I have personally had involvement with geothermal technology since the late eighties or early nineties in my industry, which was the air-conditioning industry. The company I worked for actually tried to introduce geothermal air-conditioning in Australia back in the early nineties. But it was not seen as a competitive alternative. It was very expensive to install, the capital equipment was quite expensive and, at that stage, the costs of energy in Australia were quite low, so it was easier for companies or building owners to find ways other than looking at geothermal technology. So it is great to see that it is coming back into vogue. All we need to do is develop extraction methods that are globally applicable and we will have a virtually unlimited, continuous, reliable, emissions-free energy source available to any nation on earth.

Hot-rock energy is of particular interest to Perth, with the Perth Basin providing a significant resource. The technology works by pumping water deep into the rock for heat transfer. According to the Australian Geothermal Energy Association, approximately five to 15 per cent of the total energy achieved is used to pump this water into the rock. The submission I have been reading estimates that the energy content in one lease is equivalent to 50 billion barrels of oil, about 20 times Australia’s known oil reserves. It also estimates that there is enough thermal energy contained in hot rock at depths of less than five kilometres below the surface in Australia to meet our present energy needs for 7,000 years.

Hopefully, this bill will encourage energy generators to look into this technology in more detail. With the right government investment, Australia could quickly become a world leader in this technology. At the recent coalition renewable energy forum, we heard from the Australian Geothermal Energy Association of the great possibilities of this technology but also of the great capital expense involved in establishing it. Often a proof of concept will cost up to $30 million, yet the government only has $7 million on offer, which again is difficult to get hold of. We can do better than this. In the absence of finance, the geothermal industry in Australia is working with universities. UWA have just been given the rights to start WA’s first geothermal project, which will attempt to harness the geothermal energy below Perth for modern-day energy needs. A geothermal Perth could form the cornerstone of WA’s renewable energy hub.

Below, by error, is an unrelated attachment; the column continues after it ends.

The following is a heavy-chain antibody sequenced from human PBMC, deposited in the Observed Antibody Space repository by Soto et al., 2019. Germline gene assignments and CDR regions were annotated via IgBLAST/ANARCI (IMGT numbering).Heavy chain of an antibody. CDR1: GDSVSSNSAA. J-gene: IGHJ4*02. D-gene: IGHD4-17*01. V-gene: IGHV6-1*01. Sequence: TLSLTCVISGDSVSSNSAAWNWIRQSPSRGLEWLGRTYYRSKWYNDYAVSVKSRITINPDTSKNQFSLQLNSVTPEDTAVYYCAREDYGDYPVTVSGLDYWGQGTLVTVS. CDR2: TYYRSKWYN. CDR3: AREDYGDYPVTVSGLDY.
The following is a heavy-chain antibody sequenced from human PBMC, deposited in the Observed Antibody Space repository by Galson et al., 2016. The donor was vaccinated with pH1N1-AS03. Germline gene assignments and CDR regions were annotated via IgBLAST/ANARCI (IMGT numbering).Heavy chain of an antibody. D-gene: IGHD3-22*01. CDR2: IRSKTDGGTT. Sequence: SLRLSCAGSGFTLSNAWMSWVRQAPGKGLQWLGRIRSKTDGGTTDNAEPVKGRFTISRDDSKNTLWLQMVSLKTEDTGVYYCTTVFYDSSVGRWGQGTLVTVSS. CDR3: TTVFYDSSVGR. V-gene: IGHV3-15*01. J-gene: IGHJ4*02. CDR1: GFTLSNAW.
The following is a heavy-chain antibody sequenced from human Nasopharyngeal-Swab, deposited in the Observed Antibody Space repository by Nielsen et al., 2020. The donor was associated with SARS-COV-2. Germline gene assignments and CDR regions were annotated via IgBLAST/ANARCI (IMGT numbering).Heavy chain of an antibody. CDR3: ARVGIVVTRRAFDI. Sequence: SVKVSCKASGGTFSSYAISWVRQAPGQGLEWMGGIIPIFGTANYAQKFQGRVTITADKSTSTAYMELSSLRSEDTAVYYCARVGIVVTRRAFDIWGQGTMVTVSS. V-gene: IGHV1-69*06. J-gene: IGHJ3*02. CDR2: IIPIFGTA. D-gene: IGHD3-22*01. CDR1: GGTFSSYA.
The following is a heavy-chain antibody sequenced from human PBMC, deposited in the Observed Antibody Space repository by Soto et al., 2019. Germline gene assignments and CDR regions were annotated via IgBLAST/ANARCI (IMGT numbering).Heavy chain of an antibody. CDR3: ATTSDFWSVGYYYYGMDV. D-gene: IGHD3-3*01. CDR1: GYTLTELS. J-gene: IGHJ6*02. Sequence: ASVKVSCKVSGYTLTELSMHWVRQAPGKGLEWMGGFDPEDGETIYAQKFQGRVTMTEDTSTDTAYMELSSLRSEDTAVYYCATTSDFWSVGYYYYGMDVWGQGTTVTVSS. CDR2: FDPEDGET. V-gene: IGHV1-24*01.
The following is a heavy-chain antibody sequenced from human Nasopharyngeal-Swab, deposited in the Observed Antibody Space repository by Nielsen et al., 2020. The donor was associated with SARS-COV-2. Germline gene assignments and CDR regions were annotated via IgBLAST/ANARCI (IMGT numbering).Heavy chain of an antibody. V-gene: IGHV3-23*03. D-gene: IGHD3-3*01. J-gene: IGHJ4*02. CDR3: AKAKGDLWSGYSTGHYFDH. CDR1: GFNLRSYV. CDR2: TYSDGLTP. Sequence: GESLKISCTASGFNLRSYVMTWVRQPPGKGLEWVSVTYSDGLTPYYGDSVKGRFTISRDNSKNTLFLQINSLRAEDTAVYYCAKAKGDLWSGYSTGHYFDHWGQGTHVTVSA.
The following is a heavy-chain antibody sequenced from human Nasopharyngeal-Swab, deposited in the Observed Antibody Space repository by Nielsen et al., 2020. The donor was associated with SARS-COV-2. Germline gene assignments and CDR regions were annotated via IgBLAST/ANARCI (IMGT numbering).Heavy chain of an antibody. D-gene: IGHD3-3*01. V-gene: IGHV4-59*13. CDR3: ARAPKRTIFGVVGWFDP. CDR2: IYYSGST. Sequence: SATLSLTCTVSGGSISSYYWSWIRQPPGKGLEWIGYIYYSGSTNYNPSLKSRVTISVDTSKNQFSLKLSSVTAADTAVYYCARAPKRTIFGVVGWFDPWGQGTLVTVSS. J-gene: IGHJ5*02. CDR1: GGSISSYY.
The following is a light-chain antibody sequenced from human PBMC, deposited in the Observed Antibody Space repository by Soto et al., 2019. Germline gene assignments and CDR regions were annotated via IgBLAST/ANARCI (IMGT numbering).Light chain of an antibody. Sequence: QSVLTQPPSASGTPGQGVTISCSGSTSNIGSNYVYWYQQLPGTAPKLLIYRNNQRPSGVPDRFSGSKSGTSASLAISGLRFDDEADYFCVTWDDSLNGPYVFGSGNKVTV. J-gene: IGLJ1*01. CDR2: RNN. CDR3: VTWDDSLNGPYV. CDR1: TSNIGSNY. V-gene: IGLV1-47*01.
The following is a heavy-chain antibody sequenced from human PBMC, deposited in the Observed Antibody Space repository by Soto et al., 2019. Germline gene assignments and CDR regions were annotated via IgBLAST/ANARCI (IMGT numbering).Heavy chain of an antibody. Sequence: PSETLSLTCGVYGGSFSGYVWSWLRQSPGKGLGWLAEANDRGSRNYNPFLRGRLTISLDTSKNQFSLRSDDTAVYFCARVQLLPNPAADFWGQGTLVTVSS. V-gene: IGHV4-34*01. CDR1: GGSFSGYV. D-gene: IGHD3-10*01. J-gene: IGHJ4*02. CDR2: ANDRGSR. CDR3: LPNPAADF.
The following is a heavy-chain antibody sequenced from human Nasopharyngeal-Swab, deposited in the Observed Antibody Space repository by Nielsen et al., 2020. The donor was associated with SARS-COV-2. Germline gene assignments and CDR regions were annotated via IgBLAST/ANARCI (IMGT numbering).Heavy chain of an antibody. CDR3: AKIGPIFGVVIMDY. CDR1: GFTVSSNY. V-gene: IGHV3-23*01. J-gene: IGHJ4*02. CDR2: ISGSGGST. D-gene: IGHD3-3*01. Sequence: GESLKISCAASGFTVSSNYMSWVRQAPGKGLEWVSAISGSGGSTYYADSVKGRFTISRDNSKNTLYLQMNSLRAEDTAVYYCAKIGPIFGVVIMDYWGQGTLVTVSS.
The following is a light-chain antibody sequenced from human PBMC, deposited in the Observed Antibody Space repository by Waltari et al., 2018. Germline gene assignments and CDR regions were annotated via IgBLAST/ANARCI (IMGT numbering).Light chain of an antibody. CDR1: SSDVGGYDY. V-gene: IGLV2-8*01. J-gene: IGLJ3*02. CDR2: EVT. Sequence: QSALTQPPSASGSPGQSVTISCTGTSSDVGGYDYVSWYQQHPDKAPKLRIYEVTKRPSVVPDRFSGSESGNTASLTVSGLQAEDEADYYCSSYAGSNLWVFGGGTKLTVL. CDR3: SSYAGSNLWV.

Geothermal is not Western Australia’s only renewable option. WA is the sunshine capital of Australia. Wind patterns are almost perfect south of Jurien Bay, and the member for O’Connor has spoken at length about the potential of the second most tidal region in the world up in Derby. There are certainly some exciting wave power developments as well, with one company in Western Australia proposing to set up the world’s first baseload wave power electricity generation and desalination plant. It is currently running a pilot program in Fremantle called CETO. Wave energy is a renewable energy resource created by large storms hundreds of kilometres offshore, which generate and transmit huge amounts of energy that travels great distances via swell and mixes with local influences, seas, to arrive at our shores. It is a genuine renewable energy source and distinct from tidal energy. Wave energy is generally considered to be the most concentrated and least variable form of renewable energy. The high power density of wave energy suggests that it has the capacity to become the lowest cost renewable energy source. The World Energy Council has estimated that approximately two terawatts, two million megawatts, which is about double the current world electricity production, could be produced from the oceans via wave power. It is estimated that one million gigawatt hours of wave energy hit Australian shores annually and that 25 per cent of the UK’s current power usage could be supplied by harvesting its wave resource.

In conclusion, I support a 20 per cent renewable energy target by 2020. This is a positive statement by the whole parliament of a commitment to renewable energy, which would be our focus, and it is certainly mine. I support Western Australia as an Australian and a world renewable energy hub. If our focus as a nation were more towards renewable energy, maybe we would not have to worry about an ETS.